Helpful handouts for pet adopters, owners & educators
Keeping your Dog Confined to your Property
We recommend that you keep your dog indoors, unless you’re present to supervise his time outside. Dogs are social creatures and need to socialize with you and the world around them. By walking your dog regularly (at least twice a day), you can provide him with the exercise and mental stimulation he needs.
If you must leave your dog outside, keep him in a securely-fenced yard to prevent him from straying. You may also consider providing him with a covered dog “run” or pen with a doghouse inside. This is a good alternative if you’re unable to fence your dog, or if your dog is apt to escape from your yard by jumping the fence.
Colorado law requires you to feed your dog, provide clean water at all times, and make sure your dog has access to appropriate shelter. So within the safe confines of your yard, provide access to adequate shelter from rain, snow, severe winds, and other inclement weather and access to water.
When outside, it’s best to provide your dog with a tip-proof water bowl or place the bowl in an area where it won’t get knocked over. To keep a water bowl from getting knocked over, you can also dig a hole and place the bowl at ground level, which will not only keep it from being knocked over, but will keep the water cool as well. It is also recommended to provide your dog with safe toys that are appropriate for his size to keep him from getting bored and into trouble (see our handout: “Dog Toys and How to Use Them”).
If your dog does like to wander, we don’t recommend that you chain or tie your dog to prevent him from wandering off. A chained or tied up dog is likely to become frustrated, which could lead to destructive and/or aggressive behavior. He could also become entangled in his chain, rope, or leash and, as a result, severely injure himself.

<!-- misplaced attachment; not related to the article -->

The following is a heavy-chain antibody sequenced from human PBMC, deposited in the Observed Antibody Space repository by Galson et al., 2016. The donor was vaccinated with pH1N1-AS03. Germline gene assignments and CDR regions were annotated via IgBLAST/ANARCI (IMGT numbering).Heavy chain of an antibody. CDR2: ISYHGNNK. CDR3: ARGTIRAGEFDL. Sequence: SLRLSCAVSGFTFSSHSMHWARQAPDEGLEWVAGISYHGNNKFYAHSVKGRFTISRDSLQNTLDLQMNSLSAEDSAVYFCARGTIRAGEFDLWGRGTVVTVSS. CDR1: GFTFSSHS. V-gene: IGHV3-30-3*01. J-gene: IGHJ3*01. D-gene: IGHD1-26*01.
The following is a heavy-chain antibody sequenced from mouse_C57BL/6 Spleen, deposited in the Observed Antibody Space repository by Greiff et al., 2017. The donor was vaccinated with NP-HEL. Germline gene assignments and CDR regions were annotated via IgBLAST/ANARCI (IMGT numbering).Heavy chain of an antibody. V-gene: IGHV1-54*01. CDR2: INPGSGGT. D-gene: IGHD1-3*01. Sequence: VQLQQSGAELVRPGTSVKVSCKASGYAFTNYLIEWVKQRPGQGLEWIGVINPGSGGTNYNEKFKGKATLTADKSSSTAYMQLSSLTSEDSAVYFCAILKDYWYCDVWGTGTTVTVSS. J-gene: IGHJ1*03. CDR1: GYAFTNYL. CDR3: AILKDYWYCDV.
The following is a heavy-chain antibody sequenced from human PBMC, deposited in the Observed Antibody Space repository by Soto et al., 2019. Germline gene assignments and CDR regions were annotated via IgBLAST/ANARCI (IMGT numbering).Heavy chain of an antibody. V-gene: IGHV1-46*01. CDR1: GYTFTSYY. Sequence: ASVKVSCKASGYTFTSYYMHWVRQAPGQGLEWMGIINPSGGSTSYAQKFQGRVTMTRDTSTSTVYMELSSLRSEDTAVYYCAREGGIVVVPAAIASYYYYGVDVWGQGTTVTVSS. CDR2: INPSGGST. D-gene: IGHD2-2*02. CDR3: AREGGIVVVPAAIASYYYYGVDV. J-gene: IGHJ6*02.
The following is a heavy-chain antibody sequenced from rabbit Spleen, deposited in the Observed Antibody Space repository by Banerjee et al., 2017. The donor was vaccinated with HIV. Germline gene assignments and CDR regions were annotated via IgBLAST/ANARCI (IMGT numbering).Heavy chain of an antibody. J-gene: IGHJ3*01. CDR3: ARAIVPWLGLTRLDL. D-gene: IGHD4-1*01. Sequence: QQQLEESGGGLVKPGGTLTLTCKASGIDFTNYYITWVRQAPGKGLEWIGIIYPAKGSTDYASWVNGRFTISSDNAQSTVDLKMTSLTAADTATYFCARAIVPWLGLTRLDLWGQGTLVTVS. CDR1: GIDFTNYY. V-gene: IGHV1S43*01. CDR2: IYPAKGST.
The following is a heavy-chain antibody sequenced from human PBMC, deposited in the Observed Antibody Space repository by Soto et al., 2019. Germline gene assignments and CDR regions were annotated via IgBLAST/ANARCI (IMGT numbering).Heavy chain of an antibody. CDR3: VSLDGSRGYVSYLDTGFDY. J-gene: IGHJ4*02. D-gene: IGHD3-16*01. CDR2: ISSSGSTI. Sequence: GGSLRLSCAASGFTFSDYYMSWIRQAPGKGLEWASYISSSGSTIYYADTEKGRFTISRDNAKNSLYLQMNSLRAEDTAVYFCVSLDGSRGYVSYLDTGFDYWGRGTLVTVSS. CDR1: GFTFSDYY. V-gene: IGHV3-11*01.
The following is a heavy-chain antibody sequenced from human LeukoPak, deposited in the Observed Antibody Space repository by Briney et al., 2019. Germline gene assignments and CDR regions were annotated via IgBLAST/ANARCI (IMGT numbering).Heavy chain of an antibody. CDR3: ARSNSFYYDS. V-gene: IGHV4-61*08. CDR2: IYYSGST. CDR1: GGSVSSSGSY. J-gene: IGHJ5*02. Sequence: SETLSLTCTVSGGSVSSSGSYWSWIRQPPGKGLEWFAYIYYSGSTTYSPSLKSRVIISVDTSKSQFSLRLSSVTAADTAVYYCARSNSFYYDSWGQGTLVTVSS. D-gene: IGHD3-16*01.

However, if you feel you must chain or tie up your dog, use a “dog trolley”. You can construct one by sliding a ring onto heavy wire or rope and fasten the ends between two post or tress. Then, connect your dog’s lead to the ring. Make sure the lead is short enough to avoid tangling, yet long enough to allow your dog to lie down. The trolley may either be overhead or on the ground. Provide at least 15 feet of clear space for your dog to move around in and be sure to remove any objects or debris that could cause him to become entangled or injured. Don’t secure the dog trolley near stairways, fences, decks or porches, and make sure it’s a safe distance from all possible “escape routes”. When using a dog trolley, don’t ever use a choke chain collar, instead use a leather or nylon harness. However, even when on a “dog trolley” it is recommended to not leave your dog chained outside for extended periods of time.